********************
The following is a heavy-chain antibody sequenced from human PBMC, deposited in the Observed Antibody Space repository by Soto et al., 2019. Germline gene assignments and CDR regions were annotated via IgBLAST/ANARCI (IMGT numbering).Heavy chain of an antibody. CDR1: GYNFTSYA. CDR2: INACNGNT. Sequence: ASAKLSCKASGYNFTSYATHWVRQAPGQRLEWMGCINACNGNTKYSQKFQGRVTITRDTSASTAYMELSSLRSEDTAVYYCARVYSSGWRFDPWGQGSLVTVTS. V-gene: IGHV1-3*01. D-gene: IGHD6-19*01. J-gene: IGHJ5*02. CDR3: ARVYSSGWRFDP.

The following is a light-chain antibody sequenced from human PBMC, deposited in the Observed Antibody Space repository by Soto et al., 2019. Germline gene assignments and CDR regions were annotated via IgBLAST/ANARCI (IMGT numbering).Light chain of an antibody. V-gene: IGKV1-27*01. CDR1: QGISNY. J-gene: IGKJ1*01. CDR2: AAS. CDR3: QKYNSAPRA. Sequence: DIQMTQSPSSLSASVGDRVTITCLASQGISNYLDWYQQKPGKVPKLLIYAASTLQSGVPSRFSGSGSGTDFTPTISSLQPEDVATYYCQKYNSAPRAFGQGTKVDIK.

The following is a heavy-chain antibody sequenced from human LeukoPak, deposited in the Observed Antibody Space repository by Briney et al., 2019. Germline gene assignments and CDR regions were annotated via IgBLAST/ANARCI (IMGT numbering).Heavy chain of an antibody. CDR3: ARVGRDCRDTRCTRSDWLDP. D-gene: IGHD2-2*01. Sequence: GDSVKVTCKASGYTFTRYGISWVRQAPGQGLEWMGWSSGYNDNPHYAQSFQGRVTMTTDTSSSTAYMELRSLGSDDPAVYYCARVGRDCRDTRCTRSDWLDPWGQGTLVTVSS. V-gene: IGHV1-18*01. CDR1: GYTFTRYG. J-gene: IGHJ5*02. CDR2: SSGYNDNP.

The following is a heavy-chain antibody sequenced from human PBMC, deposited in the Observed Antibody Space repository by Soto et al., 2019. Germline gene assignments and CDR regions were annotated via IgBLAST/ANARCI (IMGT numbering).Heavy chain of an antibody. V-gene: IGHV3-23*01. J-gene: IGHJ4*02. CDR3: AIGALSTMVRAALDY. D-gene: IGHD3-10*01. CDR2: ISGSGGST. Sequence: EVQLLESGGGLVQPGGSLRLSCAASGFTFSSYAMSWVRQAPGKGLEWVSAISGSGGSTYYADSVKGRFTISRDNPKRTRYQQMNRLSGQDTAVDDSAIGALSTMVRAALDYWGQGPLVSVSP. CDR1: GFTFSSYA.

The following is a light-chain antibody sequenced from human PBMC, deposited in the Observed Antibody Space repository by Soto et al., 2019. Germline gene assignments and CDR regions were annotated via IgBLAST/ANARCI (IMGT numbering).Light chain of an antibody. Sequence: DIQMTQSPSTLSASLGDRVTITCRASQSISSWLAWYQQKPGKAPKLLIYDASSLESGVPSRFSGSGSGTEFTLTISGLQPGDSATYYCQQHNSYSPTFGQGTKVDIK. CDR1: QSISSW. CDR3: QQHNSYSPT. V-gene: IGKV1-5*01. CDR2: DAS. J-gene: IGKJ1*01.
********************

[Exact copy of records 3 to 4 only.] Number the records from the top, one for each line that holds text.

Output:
The following is a heavy-chain antibody sequenced from human LeukoPak, deposited in the Observed Antibody Space repository by Briney et al., 2019. Germline gene assignments and CDR regions were annotated via IgBLAST/ANARCI (IMGT numbering).Heavy chain of an antibody. CDR3: ARVGRDCRDTRCTRSDWLDP. D-gene: IGHD2-2*01. Sequence: GDSVKVTCKASGYTFTRYGISWVRQAPGQGLEWMGWSSGYNDNPHYAQSFQGRVTMTTDTSSSTAYMELRSLGSDDPAVYYCARVGRDCRDTRCTRSDWLDPWGQGTLVTVSS. V-gene: IGHV1-18*01. CDR1: GYTFTRYG. J-gene: IGHJ5*02. CDR2: SSGYNDNP.

The following is a heavy-chain antibody sequenced from human PBMC, deposited in the Observed Antibody Space repository by Soto et al., 2019. Germline gene assignments and CDR regions were annotated via IgBLAST/ANARCI (IMGT numbering).Heavy chain of an antibody. V-gene: IGHV3-23*01. J-gene: IGHJ4*02. CDR3: AIGALSTMVRAALDY. D-gene: IGHD3-10*01. CDR2: ISGSGGST. Sequence: EVQLLESGGGLVQPGGSLRLSCAASGFTFSSYAMSWVRQAPGKGLEWVSAISGSGGSTYYADSVKGRFTISRDNPKRTRYQQMNRLSGQDTAVDDSAIGALSTMVRAALDYWGQGPLVSVSP. CDR1: GFTFSSYA.